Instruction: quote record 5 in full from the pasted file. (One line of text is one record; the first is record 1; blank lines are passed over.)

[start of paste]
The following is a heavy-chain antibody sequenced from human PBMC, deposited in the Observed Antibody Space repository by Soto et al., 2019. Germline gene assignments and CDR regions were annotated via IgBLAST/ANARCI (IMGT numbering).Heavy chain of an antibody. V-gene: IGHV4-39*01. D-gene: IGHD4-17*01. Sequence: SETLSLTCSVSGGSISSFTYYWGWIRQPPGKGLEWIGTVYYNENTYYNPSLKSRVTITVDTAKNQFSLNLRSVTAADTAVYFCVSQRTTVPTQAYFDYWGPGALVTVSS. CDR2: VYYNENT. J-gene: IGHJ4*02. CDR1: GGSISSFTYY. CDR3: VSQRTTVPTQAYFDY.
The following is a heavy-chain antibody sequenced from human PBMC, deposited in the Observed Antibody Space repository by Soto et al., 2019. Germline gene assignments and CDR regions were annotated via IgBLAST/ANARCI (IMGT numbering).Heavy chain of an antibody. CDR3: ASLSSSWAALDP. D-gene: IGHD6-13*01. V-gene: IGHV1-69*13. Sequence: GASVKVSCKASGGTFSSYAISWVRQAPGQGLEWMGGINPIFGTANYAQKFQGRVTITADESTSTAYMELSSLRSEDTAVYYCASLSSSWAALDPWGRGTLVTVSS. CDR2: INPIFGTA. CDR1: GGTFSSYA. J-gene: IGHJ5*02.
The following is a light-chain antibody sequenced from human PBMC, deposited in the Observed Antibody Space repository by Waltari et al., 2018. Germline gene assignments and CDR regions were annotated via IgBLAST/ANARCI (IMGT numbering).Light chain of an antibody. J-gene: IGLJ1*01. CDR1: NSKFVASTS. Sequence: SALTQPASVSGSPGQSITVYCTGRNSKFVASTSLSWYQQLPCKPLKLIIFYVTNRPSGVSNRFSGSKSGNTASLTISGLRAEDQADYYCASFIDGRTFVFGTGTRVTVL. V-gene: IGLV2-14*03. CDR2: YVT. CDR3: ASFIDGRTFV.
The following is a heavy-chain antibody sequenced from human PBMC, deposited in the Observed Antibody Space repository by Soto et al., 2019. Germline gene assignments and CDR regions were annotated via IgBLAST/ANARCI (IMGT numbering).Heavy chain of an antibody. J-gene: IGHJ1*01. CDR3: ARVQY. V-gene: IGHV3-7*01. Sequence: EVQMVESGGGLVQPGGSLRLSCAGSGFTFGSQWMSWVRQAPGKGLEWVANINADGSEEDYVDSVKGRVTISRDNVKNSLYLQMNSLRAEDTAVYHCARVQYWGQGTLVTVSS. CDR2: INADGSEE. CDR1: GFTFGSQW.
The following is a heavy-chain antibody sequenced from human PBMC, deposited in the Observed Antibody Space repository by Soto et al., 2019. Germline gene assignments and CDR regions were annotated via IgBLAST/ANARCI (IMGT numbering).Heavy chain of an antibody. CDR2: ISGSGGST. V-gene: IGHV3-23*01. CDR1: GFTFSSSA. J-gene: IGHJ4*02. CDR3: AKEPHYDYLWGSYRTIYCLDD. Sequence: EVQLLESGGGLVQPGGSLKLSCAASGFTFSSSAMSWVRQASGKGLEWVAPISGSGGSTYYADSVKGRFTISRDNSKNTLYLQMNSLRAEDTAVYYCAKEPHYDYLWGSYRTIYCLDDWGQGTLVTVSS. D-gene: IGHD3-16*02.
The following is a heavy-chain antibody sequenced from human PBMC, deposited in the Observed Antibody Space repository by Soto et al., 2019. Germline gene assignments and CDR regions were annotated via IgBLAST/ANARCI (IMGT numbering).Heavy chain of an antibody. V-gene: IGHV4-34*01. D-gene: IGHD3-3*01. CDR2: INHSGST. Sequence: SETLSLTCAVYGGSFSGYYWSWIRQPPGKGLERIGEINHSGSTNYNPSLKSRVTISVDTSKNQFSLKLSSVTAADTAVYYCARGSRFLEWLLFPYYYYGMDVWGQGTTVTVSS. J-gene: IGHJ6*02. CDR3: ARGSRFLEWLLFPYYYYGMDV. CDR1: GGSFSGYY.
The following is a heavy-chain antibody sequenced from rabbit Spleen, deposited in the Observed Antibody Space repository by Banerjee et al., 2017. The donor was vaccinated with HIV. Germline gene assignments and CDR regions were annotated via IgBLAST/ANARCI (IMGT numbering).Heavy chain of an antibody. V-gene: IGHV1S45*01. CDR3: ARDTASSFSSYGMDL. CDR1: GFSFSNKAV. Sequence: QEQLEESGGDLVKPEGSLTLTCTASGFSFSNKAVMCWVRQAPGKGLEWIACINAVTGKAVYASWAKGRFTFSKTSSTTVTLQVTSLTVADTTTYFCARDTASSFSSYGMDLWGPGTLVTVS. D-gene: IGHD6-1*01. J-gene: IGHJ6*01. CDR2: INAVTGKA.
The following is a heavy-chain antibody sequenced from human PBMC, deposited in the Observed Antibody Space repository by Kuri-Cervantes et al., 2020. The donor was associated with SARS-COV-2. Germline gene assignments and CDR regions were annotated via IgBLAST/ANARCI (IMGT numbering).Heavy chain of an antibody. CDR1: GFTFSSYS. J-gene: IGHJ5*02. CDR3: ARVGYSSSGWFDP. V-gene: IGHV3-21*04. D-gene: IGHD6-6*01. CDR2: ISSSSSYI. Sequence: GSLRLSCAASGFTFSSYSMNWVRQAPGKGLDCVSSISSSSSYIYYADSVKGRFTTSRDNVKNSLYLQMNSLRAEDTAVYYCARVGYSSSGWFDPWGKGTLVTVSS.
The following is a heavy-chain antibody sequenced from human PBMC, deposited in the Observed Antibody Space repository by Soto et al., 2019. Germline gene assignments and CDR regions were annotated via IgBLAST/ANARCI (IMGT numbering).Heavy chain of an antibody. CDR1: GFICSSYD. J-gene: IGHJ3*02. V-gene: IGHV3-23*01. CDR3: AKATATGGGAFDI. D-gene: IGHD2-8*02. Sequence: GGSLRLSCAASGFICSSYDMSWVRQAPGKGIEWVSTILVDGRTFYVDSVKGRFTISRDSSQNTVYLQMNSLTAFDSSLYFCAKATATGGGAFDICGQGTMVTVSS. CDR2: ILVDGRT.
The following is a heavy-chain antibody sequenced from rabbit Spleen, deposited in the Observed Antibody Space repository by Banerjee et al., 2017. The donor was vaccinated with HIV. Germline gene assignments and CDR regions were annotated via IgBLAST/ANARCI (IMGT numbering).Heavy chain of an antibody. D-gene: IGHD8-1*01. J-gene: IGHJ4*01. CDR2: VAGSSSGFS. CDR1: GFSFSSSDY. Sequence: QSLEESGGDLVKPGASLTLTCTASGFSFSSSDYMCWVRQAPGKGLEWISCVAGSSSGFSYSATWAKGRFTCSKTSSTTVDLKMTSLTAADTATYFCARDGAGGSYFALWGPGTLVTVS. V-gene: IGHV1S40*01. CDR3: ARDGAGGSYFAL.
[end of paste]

The following is a heavy-chain antibody sequenced from human PBMC, deposited in the Observed Antibody Space repository by Soto et al., 2019. Germline gene assignments and CDR regions were annotated via IgBLAST/ANARCI (IMGT numbering).Heavy chain of an antibody. CDR2: ISGSGGST. V-gene: IGHV3-23*01. CDR1: GFTFSSSA. J-gene: IGHJ4*02. CDR3: AKEPHYDYLWGSYRTIYCLDD. Sequence: EVQLLESGGGLVQPGGSLKLSCAASGFTFSSSAMSWVRQASGKGLEWVAPISGSGGSTYYADSVKGRFTISRDNSKNTLYLQMNSLRAEDTAVYYCAKEPHYDYLWGSYRTIYCLDDWGQGTLVTVSS. D-gene: IGHD3-16*02.